California takes regulatory steps towards DPR:  “California is developing new regulations for wastewater that may permit direct potable reuse (DPR), expanding on the momentum of popular indirect reuse programs.  The effort comes amid the state’s persistent drought. The U.S. Drought Monitor says no area of the state is completely rid of abnormally-dry conditions despite the repeal of conservation mandates in May.  Indirect potable reuse (IPR) is also getting a regulatory boost. The State Water Resources Control Board adopted new rules in June aiming to simplify regulations for water agencies pursuing these projects, according to KQED. ... ”  Read more from Water Online here:  California takes regulatory steps towards DPR

SB 1298 clears Assembly Local Government Committee:  “Scaled-down legislation aimed at addressing Proposition 218 concerns was approved in the Assembly Local Government Committee Wednesday on a 5-3 vote.  SB 1298 (Hertzberg) was approved with amendments that reduce the scope of the bill to address stormwater issues only. Other provisions related to lifeline rates and conservation rates were eliminated with the most recent amendments. ... ”  Read more from ACWA’s Water News here:  SB 1298 clears Assembly Local Government Committee

In regional news and commentary today …

Watch out for colder, faster flows on the American River: The lower American River is going to get a gush of cold, swift water over the holiday weekend.  Starting Friday, the U.S. Bureau of Reclamation will increase flows below Folsom and Nimbus dams from 4,000 cubic feet per second to 4,500. The flows will increase to 5,000 cfs on Tuesday.  Officials urge those boating, fishing and swimming to be mindful of safety as the flows will be swifter and colder. … ”  Read more from the Sacramento Bee here:  Watch out for colder, faster flows on the American River

Woodland residents complaining about brown water after source switch:Complaints about brown tap water have Woodland city engineers flushing water mains.  The completion of a new multimillion dollar-water plant recently converted homes from ground to surface water.  When Eliesar Rodriguez turned on the faucet to brush his teeth, sandy stuff flowed out. … ”  Read more from CBS News here:  Woodland residents complaining about brown water after source switch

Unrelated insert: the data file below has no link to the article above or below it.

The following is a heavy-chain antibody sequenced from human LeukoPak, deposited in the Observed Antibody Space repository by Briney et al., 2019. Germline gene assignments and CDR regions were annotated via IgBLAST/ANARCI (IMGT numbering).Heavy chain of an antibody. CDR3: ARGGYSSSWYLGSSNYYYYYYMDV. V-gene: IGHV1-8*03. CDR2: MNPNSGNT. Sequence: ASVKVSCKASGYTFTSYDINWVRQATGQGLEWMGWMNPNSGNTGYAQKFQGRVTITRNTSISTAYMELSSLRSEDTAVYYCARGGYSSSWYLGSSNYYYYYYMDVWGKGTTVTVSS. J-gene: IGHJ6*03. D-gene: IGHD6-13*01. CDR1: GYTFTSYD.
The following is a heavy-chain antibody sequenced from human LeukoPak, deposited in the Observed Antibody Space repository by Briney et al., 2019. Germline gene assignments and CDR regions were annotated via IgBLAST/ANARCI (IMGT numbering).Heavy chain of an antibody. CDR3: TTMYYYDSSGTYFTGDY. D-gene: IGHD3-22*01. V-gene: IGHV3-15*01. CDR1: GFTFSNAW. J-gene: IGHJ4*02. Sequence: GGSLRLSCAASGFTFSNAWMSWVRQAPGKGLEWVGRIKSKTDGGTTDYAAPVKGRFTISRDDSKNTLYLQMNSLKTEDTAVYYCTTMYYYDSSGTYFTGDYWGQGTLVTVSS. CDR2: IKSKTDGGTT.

Water level plummets at New Melones: The water level dropped another foot last week at New Melones Reservoir. Unfortunately, it appears that water releases are greater than the inflow. It’s looking like the water will not reach the Tuttletown ramp this year.  Despite this, one launch ramp is open at Glory Hole Point and fish are being caught. Trolling anglers are catching some nice trout at 20 to 40 feet with shad pattern lures, as well as on kokanee lures.  Big Fish winner at Glory Hole Sports last week was Bob James, of Murphys, with a 2-pound rainbow that hit a Rapala lure. ... ”  Read more from the Union Democrat here:  Water level plummets at New Melones

Arroyo Grande voters to consider buying water from the state: In light of the ongoing drought and historically low water levels at Lopez Lake, Arroyo Grande will ask its voters an important question this November: Should the city be allowed to buy water from the state during water emergencies?  The Arroyo Grande City Council voted unanimously at its meeting Tuesday night to place such a measure on the Nov. 8 general election ballot.  “My dad always said, ‘Better to have and not want, than to want and not have,’ and I think that’s a really good way to put this,” Councilwoman Barbara Harmon said. “It is prudent, it is forward-thinking.” ... ”  Read more from the San Luis Obispo Tribune here:  Arroyo Grande voters to consider buying water from the state

 

Also on Maven’s Notebook today …

 

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About the Daily Digest: The Daily Digest is a collection of selected news articles, commentaries and editorials appearing in the mainstream press. Items are generally selected to follow the focus of the Notebook blog. The Daily Digest is published every weekday with a weekend edition posting on Sundays.